• Undue susceptibility • Dominant strength – Confidential relationship – putting trust in someone else – BOP on D to prove there was no undue influence\ – Duty to place P’s needs above own – No confidential relationship Avoiding K Illegality . no QM. What constitutes an alternative is a question of fact. Wrongfulness depends on the facts in each case. relationship. consent to K. no recovery o Non Compete Clauses Not enforceable • Except • Ancillary (secondary) to sale of business • Ancillary to Employment K o Unless o Unique talents. clothing.• Economic Duress exist where: o One party involuntarily accepted the terms of another. or conduct. knowledge. or ability o Area of injunction is reasonable o Time period is reasonable Not applicable to lawyers and doctors Blue pencil – when a judge rewrites non-compete clauses to what is reasonable. o Circumstances were result of coercive acts of the other party. • Intoxication – person asserting defense must have been so intoxicated they could not comprehend actions. active in military • Mental Infirmity – a K signed by someone who has been declared mentally infirmed judicially is void. and shelter Married. o Circumstances permit no other alternative. • Cant blue pencil Employment Ks Incapacity • Minors – may disaffirm o Except for Ks for necessaries. no recovery unless state has CL marriage. o Lack of License No license. . Undue influence – unfair or improper persuasion of one person by another who has attained a position of domination or power. emancipated.K or clause involved is void as a matter of public policy. Unconscionability – When a contract is too unfair to enforce. food. transaction. • No QM because K is illegal • Broken into: o Violation of Law No recovery for guilty party o Cohabitation No rights.
or it may enforce the remainder of the contract without the unconscionable term. should the unconscionable contract provision. a court should refuse to enforce such a contract on the ground that it is unconscionable. • Damages cannot be awarded • Court can refuse to enforce the K. • Must exist at K formation. American Oil sued Weaver for indemnification for damages that occurred on premises leased by Weaver from American Oil . May a court refuse to enforce an unreasonable contract. should be unenforceable on the grounds that the provision is contrary to public policy.unconscionability that derives from the process of making a contract rather than from inherent unfairness or unreasonableness in the terms of the contract. Williams began purchasing items from Walker. in light of the general commercial background of a particular case. a retail furniture company.Thomas in 1957. Walker-Thomas filed this action to replevy (i. she bought a stereo set there. be unenforceable on the grounds that the provision is contrary to public policy? When a party can show that a contract is in fact an unconscionable one. When a party can show that a contract is in fact an unconscionable one. purpose. the court may refuse to enforce the contract.e. When she defaulted on a payment soon thereafter. • § 2-302. or the contract as a whole if the provision is not separable. (Walker-Thomas) . or may enforce the remainder of the contract without the unconscionable term. until all items were paid for. even though no evidence of fraud can be produced? Where. Unconscionable Contract or Term (1) If the court as a matter of law finds the contract or any term of the contract to have been unconscionable at the time it was made. or limit the application of unconscionable terms. Scott v Cingular. the unconscionable contract provision. and effect to aid the court in making the determination. the parties shall be afforded a reasonable opportunity to present evidence as to its commercial setting. began using a standard form contract for all credit transactions which contained. from terms that are found to be one-sided. § 208. or may so limit the application of any unconscionable term as to avoid any unconscionable result. to repossess all items contemporaneously being purchased by the buyer at the time of the repossession. (2) If it is claimed or appears to the court that the contract or any term thereof may be unconscionable. upon default by a purchaser. or overly harsh. Unconscionable Contract or Term If a contract or term thereof is unconscionable at the time the contract is made a court may refuse to enforce the contract. • Procedural . or it may so limit the application of any unconscionable term as to avoid any unconscionable result. alleging provider had overcharged consumers by unlawfully adding roaming charges and hidden • • . enforce the remainder of the K w/o the unconscionable term. Plaintiffs brought class action against cellular telephone service provider. Walker-Thomas Furniture Co. Weaver v American Oil. with each installment payment spread pro-rata over all items purchased (even where purchased separately and at different times). pursuant to certain clauses contained in a standard form contract. unjust. In 1962. or the contract as a whole if the provision is not separable.unconscionability of a contract that arises from the terms of the contract and esp. a clause by which the company reserved the right. inter alia.. repossess) all items she had purchased (and was still paying for) since 1957. • Substantive .Matter of law. it appears that gross inequality of bargaining power between the parties has led to the formation of a contract on terms to which one party has had no meaningful choice. This clause was accompanied by one which stated that all credit purchases made from Walker-Thomas were to be handled through one account. • Williams v Walker-Thomas.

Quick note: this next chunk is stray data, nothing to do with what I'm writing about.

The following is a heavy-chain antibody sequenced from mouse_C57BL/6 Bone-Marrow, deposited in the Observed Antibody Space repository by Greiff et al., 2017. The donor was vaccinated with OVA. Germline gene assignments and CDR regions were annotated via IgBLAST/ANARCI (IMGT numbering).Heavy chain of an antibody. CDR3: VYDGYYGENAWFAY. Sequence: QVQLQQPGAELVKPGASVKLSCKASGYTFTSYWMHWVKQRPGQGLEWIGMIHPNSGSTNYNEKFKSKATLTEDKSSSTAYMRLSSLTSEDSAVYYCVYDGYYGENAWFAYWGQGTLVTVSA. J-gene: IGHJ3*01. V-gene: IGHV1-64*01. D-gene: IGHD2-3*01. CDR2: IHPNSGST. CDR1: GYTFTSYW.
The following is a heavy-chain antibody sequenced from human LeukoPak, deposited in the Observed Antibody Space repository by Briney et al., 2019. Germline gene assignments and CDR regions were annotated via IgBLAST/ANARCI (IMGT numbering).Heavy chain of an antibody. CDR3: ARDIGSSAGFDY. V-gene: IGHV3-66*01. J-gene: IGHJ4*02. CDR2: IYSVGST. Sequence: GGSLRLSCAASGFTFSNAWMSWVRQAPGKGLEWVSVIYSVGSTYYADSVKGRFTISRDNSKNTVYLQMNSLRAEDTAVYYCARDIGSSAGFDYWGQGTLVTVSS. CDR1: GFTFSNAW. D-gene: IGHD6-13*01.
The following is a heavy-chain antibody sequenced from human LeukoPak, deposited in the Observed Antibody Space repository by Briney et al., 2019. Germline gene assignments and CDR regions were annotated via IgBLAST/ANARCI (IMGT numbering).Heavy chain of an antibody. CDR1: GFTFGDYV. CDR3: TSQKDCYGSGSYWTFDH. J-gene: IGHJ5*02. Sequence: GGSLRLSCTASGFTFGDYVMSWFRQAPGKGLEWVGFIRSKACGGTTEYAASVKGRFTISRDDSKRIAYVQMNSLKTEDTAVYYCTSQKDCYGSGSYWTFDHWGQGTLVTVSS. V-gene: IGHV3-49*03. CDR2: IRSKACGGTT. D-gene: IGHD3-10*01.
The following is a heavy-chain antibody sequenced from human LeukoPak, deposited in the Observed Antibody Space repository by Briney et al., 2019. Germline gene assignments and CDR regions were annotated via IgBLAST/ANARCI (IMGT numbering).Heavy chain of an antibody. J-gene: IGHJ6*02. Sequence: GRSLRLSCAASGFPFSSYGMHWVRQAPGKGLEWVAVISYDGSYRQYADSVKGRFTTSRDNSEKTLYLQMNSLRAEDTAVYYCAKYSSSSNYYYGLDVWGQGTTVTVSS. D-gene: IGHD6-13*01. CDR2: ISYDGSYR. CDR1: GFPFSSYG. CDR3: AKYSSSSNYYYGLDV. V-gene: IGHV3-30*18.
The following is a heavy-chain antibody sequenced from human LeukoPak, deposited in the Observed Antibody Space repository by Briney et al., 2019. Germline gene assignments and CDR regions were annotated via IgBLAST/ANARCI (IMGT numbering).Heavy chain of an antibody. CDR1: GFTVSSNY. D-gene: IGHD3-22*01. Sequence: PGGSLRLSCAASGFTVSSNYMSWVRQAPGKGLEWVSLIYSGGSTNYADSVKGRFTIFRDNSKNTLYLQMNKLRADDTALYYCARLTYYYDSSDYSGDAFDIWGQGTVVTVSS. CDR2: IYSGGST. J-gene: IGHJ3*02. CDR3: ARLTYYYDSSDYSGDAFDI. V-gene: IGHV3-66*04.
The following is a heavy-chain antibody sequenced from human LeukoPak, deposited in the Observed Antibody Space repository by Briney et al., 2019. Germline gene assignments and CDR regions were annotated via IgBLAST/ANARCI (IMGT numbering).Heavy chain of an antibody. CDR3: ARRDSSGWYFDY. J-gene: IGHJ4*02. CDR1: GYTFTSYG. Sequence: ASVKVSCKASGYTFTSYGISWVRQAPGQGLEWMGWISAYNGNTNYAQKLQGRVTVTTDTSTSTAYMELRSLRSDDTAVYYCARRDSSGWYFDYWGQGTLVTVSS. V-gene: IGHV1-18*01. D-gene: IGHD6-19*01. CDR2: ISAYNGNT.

2. Impossibility • GR is not an excuse. violated Washington State public policy and therefore was substantively unconscionable. but Caldwell could not perform when the hall burned down without his fault. for the purpose of a viewing sight for King Edward VIl's coronation procession. which waiver prohibited class action litigation and class action arbitration. Was the performance prevented 3. a condition is implied that the impossibility of performance arising from the perishing of the person or thing shall excuse the performance. Rose died before K was formed but neither party knew. The Superior Court. London. Frustration of Purpose o Factors 1. Taylor expended money in preparation and for advertising. class action waiver in arbitration clause of standard subscriber contract for cellular telephone service. • It the event occurs before then it is mistake. J. Pro-rata recovery for partial performance • Krell v Henry. o Ex. In contracts in which the performance depends on the continued existence of a given person or thing. Allison. the duties of performance are constructively conditioned upon the attainment of that object. • Taylor v Caldwell. Joan B. Further performance excused 3.. . • Exceptions 1. When K was formed was the event unforeseeable and a material adverse change (MAC) to K. What is the foundation of the K 2.charges. is a condition implied that the impossibility of performance arising from the perishing of the person or thing shall excuse the performance? In contracts in which the performance depends on the continued existence of a given person or thing. Direct review was granted. causing a delay of the coronation upon which Henry refused to pay a £50 balance for which Krell sued. are the duties of performance constructively conditioned upon the attainment of that object? Where the object of one of the parties is the basis upon which both parties contract. • If it occurs after K formation use impossibility. granted provider's motion to compel individual arbitration. for £100 per day. King County. for four days. An agreement that violates public policy may be void and unenforceable. Henry paid a deposit of £25 to Krell for the use of his apartment in Pall Mall. Taylor contracted to let Caldwell's hall and gardens for four fetes and concerts. • Farmers are discharged from duty from the destruction of the crop. Where the object of one of the parties is the basis upon which both parties contract. The King became ill. Perishment of thing or person where the K is for its continued existence.